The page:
Dawn Colclasure's Blog

Author and poet Dawn Colclasure

Wednesday, June 09, 2010

First book regrets

Recently, I saw a query in HARO for authors who wanted to share their first book regrets. Since I had a story to share, I sent mine in. Days passed and I never got a reply. I shrugged it off, thinking that maybe mine was not an item to be included, and just moved on. However, yesterday I was contacted with a notification that my experience WAS included! Yay!

You can read my "first book regrets" here:

How To Move Your Book Away From Your Ankles and 30+ Other Publishing Horror Nuggets

Note: You'll have to scroll down a bit to find it.

After reading the other stories, I must say that I feel some degree of comfort knowing that I am not the only writer who thinks her first book could have used some serious editing/revising before going to print. Oh, sure, I could chalk it all up to being young and having more dreams and ambition than wisdom and caution, but that in itself is no excuse. With the Internet having so much to offer as far as knowledge, research and checking background is concerned, and with so many teens on the Internet so often, it's a little hard to not be exposed to some message of how important it is to know these things.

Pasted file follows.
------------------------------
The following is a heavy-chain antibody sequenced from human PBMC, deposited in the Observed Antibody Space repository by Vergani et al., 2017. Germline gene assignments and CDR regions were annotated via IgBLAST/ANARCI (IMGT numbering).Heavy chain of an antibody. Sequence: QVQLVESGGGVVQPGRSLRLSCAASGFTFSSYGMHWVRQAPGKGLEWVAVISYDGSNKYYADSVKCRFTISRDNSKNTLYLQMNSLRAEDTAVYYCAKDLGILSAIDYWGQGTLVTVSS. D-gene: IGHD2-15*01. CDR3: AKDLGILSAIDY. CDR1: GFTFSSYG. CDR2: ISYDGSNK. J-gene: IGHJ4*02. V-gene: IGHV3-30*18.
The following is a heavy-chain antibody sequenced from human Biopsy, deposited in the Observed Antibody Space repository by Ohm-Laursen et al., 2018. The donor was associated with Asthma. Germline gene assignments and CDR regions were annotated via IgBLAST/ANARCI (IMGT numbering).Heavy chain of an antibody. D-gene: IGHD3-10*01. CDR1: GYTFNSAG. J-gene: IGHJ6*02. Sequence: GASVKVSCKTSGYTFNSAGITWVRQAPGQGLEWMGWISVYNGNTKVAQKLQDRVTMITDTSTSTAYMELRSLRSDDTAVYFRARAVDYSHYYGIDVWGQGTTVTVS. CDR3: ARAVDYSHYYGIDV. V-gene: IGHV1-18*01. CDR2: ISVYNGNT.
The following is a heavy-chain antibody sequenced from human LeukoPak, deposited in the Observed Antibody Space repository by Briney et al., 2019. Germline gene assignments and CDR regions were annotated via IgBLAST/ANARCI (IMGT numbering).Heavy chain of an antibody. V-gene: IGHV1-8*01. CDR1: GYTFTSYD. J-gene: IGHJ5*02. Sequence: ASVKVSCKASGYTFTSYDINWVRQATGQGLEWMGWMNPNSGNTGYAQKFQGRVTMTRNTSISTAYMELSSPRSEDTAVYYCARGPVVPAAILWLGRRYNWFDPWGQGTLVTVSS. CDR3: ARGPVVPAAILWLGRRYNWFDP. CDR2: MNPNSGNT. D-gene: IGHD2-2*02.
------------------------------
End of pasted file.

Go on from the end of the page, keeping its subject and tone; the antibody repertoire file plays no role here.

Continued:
I'm also seeing how some authors wished they had obtained ISBNs for their books. I can relate. One of my poetry books does not have an ISBN and that has limited how much I can get the book reviewed and where it can be sold. I hope to rectify this when the new version of this book comes out in October.

Special thank you to Issamar Ginzberg for including my story.

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  • At 1:50 PM , Anonymous Millie said...

    Haha wow. Well that's just how it goes in any entertainment industry I'm sure. You know, the directors who are probably embarrassed about their early movies, musicians w/ their first CD and so on. Live and learn is true.

  • At 10:25 PM , Blogger Dawn Wilson said...

    Yes, it is. This happens because we grow in our abilities as a creative. Also, we tend to change our focus or change our "identity," so to speak, so earlier works which don't compliment these changes are pretty much the butt of many jokes. Who could forget Vanilla Ice crushing a copy of his "Ice, Ice Baby" single on national television? Times change and creative people change, too. Thank you for commenting. :)


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